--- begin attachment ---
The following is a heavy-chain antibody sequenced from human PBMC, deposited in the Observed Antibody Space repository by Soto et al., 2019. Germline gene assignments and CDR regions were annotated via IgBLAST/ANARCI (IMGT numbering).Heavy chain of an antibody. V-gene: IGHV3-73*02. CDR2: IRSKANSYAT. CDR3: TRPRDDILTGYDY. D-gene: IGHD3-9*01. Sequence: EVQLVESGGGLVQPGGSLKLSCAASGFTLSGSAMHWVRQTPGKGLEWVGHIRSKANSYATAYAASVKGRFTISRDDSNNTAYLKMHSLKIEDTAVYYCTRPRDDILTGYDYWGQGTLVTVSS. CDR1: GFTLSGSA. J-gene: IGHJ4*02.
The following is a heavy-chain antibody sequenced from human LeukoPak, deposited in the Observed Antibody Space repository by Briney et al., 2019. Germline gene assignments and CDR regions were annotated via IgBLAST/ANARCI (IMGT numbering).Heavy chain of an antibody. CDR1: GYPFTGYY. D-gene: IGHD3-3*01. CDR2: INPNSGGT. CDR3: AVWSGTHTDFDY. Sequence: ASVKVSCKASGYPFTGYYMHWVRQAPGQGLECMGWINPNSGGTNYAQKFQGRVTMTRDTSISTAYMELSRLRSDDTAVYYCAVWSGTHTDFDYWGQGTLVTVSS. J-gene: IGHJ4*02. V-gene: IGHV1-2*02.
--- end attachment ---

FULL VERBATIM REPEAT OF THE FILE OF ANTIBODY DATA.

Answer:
The following is a heavy-chain antibody sequenced from human PBMC, deposited in the Observed Antibody Space repository by Soto et al., 2019. Germline gene assignments and CDR regions were annotated via IgBLAST/ANARCI (IMGT numbering).Heavy chain of an antibody. V-gene: IGHV3-73*02. CDR2: IRSKANSYAT. CDR3: TRPRDDILTGYDY. D-gene: IGHD3-9*01. Sequence: EVQLVESGGGLVQPGGSLKLSCAASGFTLSGSAMHWVRQTPGKGLEWVGHIRSKANSYATAYAASVKGRFTISRDDSNNTAYLKMHSLKIEDTAVYYCTRPRDDILTGYDYWGQGTLVTVSS. CDR1: GFTLSGSA. J-gene: IGHJ4*02.
The following is a heavy-chain antibody sequenced from human LeukoPak, deposited in the Observed Antibody Space repository by Briney et al., 2019. Germline gene assignments and CDR regions were annotated via IgBLAST/ANARCI (IMGT numbering).Heavy chain of an antibody. CDR1: GYPFTGYY. D-gene: IGHD3-3*01. CDR2: INPNSGGT. CDR3: AVWSGTHTDFDY. Sequence: ASVKVSCKASGYPFTGYYMHWVRQAPGQGLECMGWINPNSGGTNYAQKFQGRVTMTRDTSISTAYMELSRLRSDDTAVYYCAVWSGTHTDFDYWGQGTLVTVSS. J-gene: IGHJ4*02. V-gene: IGHV1-2*02.